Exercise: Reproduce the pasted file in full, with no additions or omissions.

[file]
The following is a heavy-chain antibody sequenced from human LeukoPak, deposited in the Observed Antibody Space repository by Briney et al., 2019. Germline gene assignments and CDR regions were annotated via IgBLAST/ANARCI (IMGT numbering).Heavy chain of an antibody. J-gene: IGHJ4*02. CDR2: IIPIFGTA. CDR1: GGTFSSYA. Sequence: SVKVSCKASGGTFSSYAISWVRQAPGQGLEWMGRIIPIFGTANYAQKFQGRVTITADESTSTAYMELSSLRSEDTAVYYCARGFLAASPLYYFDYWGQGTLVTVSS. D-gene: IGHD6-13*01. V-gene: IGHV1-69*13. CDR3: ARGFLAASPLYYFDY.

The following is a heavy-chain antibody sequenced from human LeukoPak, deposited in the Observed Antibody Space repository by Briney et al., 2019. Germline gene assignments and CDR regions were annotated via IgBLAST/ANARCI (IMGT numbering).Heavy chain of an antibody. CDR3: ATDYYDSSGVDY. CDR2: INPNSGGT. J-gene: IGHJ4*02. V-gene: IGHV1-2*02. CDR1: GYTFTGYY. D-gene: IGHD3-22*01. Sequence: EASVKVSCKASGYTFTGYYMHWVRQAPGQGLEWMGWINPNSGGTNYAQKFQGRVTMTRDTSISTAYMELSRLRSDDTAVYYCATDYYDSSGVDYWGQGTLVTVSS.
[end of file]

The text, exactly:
The following is a heavy-chain antibody sequenced from human LeukoPak, deposited in the Observed Antibody Space repository by Briney et al., 2019. Germline gene assignments and CDR regions were annotated via IgBLAST/ANARCI (IMGT numbering).Heavy chain of an antibody. J-gene: IGHJ4*02. CDR2: IIPIFGTA. CDR1: GGTFSSYA. Sequence: SVKVSCKASGGTFSSYAISWVRQAPGQGLEWMGRIIPIFGTANYAQKFQGRVTITADESTSTAYMELSSLRSEDTAVYYCARGFLAASPLYYFDYWGQGTLVTVSS. D-gene: IGHD6-13*01. V-gene: IGHV1-69*13. CDR3: ARGFLAASPLYYFDY.

The following is a heavy-chain antibody sequenced from human LeukoPak, deposited in the Observed Antibody Space repository by Briney et al., 2019. Germline gene assignments and CDR regions were annotated via IgBLAST/ANARCI (IMGT numbering).Heavy chain of an antibody. CDR3: ATDYYDSSGVDY. CDR2: INPNSGGT. J-gene: IGHJ4*02. V-gene: IGHV1-2*02. CDR1: GYTFTGYY. D-gene: IGHD3-22*01. Sequence: EASVKVSCKASGYTFTGYYMHWVRQAPGQGLEWMGWINPNSGGTNYAQKFQGRVTMTRDTSISTAYMELSRLRSDDTAVYYCATDYYDSSGVDYWGQGTLVTVSS.